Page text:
The Palo Alto school district has reached tentative agreements on raises for its teachers and classified employee unions, far earlier in the year than has historically happened in the city.
Under the tentative agreements, teachers and classified staff would receive a 1% retroactive salary increase for this year, a one-time 1.5% bonus and contingency language that provides for additional ongoing raises if the district's final annual property tax revenues exceed current growth projections of 5.93%. The district has also tentatively agreed to contribute slightly more to health care benefits for full-time employees, from $13,570 to $14,099 per year.
The district and its unions are typically negotiating compensation and benefits through the spring. Teri Baldwin, president of the Palo Alto Educators Association, said that in the decade she's been involved in negotiations, this is the earliest they've ever come to an agreement (except when there were no raises).
"Settling at this point in the year adds some predictability for the district administration and employees, and provides the negotiations teams with good momentum as we continue working on other contract articles," she said.
Meb Steiner, president of the local California School Employees Association (CSEA) chapter, echoed her sentiment and said she is "very happy that we reached a tentative agreement."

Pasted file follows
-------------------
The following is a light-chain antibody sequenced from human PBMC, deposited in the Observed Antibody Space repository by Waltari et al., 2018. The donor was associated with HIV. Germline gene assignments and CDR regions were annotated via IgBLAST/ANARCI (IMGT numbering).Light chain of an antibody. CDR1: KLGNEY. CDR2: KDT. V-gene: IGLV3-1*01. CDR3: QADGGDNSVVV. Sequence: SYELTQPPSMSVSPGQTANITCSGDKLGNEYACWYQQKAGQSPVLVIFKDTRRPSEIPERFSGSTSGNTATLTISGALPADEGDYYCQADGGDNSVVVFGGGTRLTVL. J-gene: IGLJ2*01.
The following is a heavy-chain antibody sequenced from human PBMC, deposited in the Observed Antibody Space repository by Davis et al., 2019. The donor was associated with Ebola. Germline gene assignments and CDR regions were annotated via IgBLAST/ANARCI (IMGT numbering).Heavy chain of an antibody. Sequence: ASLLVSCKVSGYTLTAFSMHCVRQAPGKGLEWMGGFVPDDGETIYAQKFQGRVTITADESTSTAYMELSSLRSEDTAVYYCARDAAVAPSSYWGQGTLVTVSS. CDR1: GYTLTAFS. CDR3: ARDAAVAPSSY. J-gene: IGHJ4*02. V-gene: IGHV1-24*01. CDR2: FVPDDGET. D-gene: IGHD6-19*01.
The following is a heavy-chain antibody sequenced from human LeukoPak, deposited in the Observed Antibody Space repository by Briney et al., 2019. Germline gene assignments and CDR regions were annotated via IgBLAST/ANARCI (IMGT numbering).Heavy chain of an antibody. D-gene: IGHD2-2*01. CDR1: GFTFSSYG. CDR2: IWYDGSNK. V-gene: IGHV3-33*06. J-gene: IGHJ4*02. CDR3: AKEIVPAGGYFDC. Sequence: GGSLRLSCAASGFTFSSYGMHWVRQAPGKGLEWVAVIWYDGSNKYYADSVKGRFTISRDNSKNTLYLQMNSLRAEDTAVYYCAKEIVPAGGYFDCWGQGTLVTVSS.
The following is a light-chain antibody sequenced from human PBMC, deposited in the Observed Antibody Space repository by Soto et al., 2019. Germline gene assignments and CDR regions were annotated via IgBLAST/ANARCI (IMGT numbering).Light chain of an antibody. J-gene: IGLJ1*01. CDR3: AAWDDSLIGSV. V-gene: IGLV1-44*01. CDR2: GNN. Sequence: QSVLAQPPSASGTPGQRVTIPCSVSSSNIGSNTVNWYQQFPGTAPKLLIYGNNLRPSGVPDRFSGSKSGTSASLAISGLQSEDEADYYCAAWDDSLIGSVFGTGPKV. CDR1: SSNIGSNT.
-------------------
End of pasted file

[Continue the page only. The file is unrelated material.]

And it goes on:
Superintendent Don Austin called the timing of the agreements "historic."
"The shift in negotiations timing puts PAUSD on a more traditional schedule, allowing for substantive contract language discussions to occur throughout the remainder of the year void of distractions," he said. "The Board of Education was able to determine parameters for negotiations that maintained space for future initiatives supporting students, while also delivering certainty for employees around health and welfare benefits and compensation."
The district also "has no exposure in the agreement resembling a previous misstep a couple years ago," Austin said, referring to the district's failure in 2017 to formally notify the unions that the district planned to exercise an option to reopen negotiations, with the intent of canceling raises after a misestimate in property taxes.
This year the district also publicly released proposals and counterproposals throughout the bargaining process — possibly for the first time. An Oct. 4 update posted on the district website shows the district and teachers union went back and forth on the property tax growth contingency language. The district initially offered an additional 1% raise if the actual property tax rates exceed its projections; the union countered with a 1.5% raise. The teachers union also asked for at one point a 2% raise for this year.
Last year, teachers and senior managers received a 2% pay bump and 2% one-time bonus.
The tentative agreements will be brought to the school board on Tuesday, Nov. 5.